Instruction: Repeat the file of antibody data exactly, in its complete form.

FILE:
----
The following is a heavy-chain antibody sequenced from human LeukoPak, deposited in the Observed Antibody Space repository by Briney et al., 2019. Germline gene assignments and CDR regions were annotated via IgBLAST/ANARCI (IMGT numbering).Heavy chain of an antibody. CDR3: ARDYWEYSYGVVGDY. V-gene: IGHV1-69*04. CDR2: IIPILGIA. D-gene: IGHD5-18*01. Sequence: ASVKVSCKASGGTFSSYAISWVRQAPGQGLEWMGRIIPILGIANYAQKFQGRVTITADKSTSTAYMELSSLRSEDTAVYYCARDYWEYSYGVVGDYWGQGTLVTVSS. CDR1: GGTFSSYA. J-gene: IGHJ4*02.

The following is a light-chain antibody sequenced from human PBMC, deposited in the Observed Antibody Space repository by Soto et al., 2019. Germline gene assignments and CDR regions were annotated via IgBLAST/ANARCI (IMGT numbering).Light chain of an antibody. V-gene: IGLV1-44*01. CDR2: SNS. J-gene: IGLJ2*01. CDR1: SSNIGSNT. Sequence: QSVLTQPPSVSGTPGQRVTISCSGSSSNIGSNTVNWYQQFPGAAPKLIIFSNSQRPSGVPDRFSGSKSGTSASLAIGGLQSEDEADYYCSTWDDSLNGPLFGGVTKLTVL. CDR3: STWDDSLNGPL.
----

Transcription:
The following is a heavy-chain antibody sequenced from human LeukoPak, deposited in the Observed Antibody Space repository by Briney et al., 2019. Germline gene assignments and CDR regions were annotated via IgBLAST/ANARCI (IMGT numbering).Heavy chain of an antibody. CDR3: ARDYWEYSYGVVGDY. V-gene: IGHV1-69*04. CDR2: IIPILGIA. D-gene: IGHD5-18*01. Sequence: ASVKVSCKASGGTFSSYAISWVRQAPGQGLEWMGRIIPILGIANYAQKFQGRVTITADKSTSTAYMELSSLRSEDTAVYYCARDYWEYSYGVVGDYWGQGTLVTVSS. CDR1: GGTFSSYA. J-gene: IGHJ4*02.

The following is a light-chain antibody sequenced from human PBMC, deposited in the Observed Antibody Space repository by Soto et al., 2019. Germline gene assignments and CDR regions were annotated via IgBLAST/ANARCI (IMGT numbering).Light chain of an antibody. V-gene: IGLV1-44*01. CDR2: SNS. J-gene: IGLJ2*01. CDR1: SSNIGSNT. Sequence: QSVLTQPPSVSGTPGQRVTISCSGSSSNIGSNTVNWYQQFPGAAPKLIIFSNSQRPSGVPDRFSGSKSGTSASLAIGGLQSEDEADYYCSTWDDSLNGPLFGGVTKLTVL. CDR3: STWDDSLNGPL.